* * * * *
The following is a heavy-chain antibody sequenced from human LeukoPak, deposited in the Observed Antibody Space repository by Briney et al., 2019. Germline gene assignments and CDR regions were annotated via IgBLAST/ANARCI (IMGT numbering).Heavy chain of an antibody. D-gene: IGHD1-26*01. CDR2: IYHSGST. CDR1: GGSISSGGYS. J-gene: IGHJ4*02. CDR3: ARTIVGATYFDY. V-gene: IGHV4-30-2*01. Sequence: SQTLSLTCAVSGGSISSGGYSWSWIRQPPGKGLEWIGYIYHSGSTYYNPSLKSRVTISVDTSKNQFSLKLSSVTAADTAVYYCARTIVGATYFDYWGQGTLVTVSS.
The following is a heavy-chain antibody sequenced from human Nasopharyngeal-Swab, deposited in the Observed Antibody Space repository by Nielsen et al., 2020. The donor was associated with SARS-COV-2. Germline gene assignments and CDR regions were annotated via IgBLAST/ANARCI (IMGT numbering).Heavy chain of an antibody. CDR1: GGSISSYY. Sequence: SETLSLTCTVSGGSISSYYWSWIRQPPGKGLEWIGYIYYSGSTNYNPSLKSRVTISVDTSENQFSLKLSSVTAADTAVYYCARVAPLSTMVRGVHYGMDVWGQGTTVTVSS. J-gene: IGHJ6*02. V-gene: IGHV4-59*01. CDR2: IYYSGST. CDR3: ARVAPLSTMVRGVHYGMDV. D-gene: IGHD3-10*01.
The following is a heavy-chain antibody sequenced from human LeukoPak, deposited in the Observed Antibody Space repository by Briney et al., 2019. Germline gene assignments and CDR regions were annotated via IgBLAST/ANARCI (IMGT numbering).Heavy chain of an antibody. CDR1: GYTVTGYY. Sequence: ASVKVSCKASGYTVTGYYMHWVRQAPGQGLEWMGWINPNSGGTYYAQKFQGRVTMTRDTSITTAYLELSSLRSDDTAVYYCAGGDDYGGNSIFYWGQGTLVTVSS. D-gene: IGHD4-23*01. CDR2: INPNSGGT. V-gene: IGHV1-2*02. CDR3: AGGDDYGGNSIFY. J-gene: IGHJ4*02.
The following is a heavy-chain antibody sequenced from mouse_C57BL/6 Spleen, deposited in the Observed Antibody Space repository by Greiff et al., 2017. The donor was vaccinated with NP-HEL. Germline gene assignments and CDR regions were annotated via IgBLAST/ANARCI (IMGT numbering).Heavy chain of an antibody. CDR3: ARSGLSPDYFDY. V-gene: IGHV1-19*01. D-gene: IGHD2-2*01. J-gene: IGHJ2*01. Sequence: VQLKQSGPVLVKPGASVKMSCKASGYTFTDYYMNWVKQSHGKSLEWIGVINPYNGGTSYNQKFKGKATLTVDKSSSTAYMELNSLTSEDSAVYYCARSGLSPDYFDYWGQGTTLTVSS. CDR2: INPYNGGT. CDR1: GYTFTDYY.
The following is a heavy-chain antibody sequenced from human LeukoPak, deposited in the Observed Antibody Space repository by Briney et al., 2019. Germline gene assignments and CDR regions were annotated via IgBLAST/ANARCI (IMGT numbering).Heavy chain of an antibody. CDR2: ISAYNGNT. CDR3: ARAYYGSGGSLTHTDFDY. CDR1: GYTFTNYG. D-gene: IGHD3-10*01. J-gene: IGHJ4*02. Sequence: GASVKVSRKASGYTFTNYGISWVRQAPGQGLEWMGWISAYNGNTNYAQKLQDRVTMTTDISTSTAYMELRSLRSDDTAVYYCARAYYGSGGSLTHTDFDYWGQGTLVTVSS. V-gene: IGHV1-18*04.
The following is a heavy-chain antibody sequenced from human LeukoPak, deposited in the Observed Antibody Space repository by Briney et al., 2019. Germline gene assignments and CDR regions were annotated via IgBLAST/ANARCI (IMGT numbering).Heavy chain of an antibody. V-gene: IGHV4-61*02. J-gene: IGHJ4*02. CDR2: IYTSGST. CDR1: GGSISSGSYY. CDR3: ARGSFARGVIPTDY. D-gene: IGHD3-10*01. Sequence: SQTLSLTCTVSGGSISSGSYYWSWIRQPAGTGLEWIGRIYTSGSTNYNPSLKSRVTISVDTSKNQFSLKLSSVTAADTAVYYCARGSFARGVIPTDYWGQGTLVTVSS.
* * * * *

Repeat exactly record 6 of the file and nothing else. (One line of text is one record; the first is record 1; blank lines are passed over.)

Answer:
The following is a heavy-chain antibody sequenced from human LeukoPak, deposited in the Observed Antibody Space repository by Briney et al., 2019. Germline gene assignments and CDR regions were annotated via IgBLAST/ANARCI (IMGT numbering).Heavy chain of an antibody. V-gene: IGHV4-61*02. J-gene: IGHJ4*02. CDR2: IYTSGST. CDR1: GGSISSGSYY. CDR3: ARGSFARGVIPTDY. D-gene: IGHD3-10*01. Sequence: SQTLSLTCTVSGGSISSGSYYWSWIRQPAGTGLEWIGRIYTSGSTNYNPSLKSRVTISVDTSKNQFSLKLSSVTAADTAVYYCARGSFARGVIPTDYWGQGTLVTVSS.